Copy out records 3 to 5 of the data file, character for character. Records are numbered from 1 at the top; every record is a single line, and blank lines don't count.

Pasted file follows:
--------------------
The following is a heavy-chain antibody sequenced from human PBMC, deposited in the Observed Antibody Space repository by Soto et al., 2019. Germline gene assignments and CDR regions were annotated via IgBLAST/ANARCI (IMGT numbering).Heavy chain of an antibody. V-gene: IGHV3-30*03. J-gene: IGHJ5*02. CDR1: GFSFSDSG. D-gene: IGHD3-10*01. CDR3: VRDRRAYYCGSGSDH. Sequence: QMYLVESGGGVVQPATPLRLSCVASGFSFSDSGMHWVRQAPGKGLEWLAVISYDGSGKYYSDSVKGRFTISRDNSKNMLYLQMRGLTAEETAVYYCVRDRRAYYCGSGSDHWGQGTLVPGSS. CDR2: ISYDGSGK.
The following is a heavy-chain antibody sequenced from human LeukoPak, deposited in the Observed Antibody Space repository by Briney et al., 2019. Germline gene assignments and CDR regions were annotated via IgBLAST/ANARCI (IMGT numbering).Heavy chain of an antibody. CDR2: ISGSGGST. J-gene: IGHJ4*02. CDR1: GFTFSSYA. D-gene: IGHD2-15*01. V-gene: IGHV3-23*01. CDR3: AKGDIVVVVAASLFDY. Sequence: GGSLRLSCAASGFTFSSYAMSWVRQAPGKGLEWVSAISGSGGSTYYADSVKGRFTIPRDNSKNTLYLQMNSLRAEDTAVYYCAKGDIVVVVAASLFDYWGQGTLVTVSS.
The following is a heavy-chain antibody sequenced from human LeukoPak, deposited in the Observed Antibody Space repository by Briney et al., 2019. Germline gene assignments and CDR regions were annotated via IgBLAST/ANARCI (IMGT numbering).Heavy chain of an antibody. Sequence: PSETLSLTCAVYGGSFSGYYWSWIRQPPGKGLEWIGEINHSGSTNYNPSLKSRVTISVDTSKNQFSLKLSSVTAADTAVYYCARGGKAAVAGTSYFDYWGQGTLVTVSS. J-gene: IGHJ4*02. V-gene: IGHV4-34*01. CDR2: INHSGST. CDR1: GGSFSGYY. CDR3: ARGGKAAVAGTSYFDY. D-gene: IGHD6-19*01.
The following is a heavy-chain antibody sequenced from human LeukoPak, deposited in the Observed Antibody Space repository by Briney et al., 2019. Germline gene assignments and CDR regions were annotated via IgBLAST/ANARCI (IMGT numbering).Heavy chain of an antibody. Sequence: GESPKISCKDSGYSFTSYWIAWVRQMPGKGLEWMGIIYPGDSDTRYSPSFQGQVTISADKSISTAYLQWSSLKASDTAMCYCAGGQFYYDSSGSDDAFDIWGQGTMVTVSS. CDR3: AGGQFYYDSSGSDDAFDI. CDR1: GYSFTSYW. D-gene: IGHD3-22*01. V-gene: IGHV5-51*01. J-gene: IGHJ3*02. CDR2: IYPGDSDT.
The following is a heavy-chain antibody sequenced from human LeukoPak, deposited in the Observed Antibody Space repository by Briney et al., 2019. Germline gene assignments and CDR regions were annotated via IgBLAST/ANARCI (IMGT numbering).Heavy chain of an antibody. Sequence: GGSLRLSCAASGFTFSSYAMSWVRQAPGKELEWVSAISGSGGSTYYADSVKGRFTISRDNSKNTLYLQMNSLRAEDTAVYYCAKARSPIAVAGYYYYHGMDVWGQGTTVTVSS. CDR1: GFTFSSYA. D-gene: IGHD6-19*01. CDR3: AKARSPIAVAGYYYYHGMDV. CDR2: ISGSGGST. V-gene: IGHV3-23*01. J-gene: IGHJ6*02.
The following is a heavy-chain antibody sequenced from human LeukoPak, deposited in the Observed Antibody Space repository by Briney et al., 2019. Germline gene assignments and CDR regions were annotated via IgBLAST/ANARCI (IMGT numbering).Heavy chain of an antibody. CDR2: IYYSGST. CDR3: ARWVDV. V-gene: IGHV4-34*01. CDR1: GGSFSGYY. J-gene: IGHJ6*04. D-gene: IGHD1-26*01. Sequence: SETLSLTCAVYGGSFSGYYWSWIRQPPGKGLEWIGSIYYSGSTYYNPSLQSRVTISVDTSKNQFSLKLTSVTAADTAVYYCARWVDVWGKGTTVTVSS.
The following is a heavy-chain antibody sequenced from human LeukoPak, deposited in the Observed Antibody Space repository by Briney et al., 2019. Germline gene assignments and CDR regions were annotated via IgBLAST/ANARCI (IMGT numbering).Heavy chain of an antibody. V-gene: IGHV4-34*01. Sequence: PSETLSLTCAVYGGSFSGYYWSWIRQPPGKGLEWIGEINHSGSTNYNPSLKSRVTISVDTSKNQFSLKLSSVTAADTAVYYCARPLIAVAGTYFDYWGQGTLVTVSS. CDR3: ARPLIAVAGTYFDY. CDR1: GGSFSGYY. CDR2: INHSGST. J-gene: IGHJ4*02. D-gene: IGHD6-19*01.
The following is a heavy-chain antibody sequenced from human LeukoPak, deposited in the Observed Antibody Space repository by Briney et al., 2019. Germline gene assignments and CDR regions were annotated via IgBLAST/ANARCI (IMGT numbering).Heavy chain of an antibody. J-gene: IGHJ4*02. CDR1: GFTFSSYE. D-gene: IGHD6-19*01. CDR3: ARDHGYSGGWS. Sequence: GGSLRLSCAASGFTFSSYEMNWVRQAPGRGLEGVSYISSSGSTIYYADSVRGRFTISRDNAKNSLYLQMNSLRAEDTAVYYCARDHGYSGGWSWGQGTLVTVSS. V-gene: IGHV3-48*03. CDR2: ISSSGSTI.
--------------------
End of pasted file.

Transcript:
The following is a heavy-chain antibody sequenced from human LeukoPak, deposited in the Observed Antibody Space repository by Briney et al., 2019. Germline gene assignments and CDR regions were annotated via IgBLAST/ANARCI (IMGT numbering).Heavy chain of an antibody. Sequence: PSETLSLTCAVYGGSFSGYYWSWIRQPPGKGLEWIGEINHSGSTNYNPSLKSRVTISVDTSKNQFSLKLSSVTAADTAVYYCARGGKAAVAGTSYFDYWGQGTLVTVSS. J-gene: IGHJ4*02. V-gene: IGHV4-34*01. CDR2: INHSGST. CDR1: GGSFSGYY. CDR3: ARGGKAAVAGTSYFDY. D-gene: IGHD6-19*01.
The following is a heavy-chain antibody sequenced from human LeukoPak, deposited in the Observed Antibody Space repository by Briney et al., 2019. Germline gene assignments and CDR regions were annotated via IgBLAST/ANARCI (IMGT numbering).Heavy chain of an antibody. Sequence: GESPKISCKDSGYSFTSYWIAWVRQMPGKGLEWMGIIYPGDSDTRYSPSFQGQVTISADKSISTAYLQWSSLKASDTAMCYCAGGQFYYDSSGSDDAFDIWGQGTMVTVSS. CDR3: AGGQFYYDSSGSDDAFDI. CDR1: GYSFTSYW. D-gene: IGHD3-22*01. V-gene: IGHV5-51*01. J-gene: IGHJ3*02. CDR2: IYPGDSDT.
The following is a heavy-chain antibody sequenced from human LeukoPak, deposited in the Observed Antibody Space repository by Briney et al., 2019. Germline gene assignments and CDR regions were annotated via IgBLAST/ANARCI (IMGT numbering).Heavy chain of an antibody. Sequence: GGSLRLSCAASGFTFSSYAMSWVRQAPGKELEWVSAISGSGGSTYYADSVKGRFTISRDNSKNTLYLQMNSLRAEDTAVYYCAKARSPIAVAGYYYYHGMDVWGQGTTVTVSS. CDR1: GFTFSSYA. D-gene: IGHD6-19*01. CDR3: AKARSPIAVAGYYYYHGMDV. CDR2: ISGSGGST. V-gene: IGHV3-23*01. J-gene: IGHJ6*02.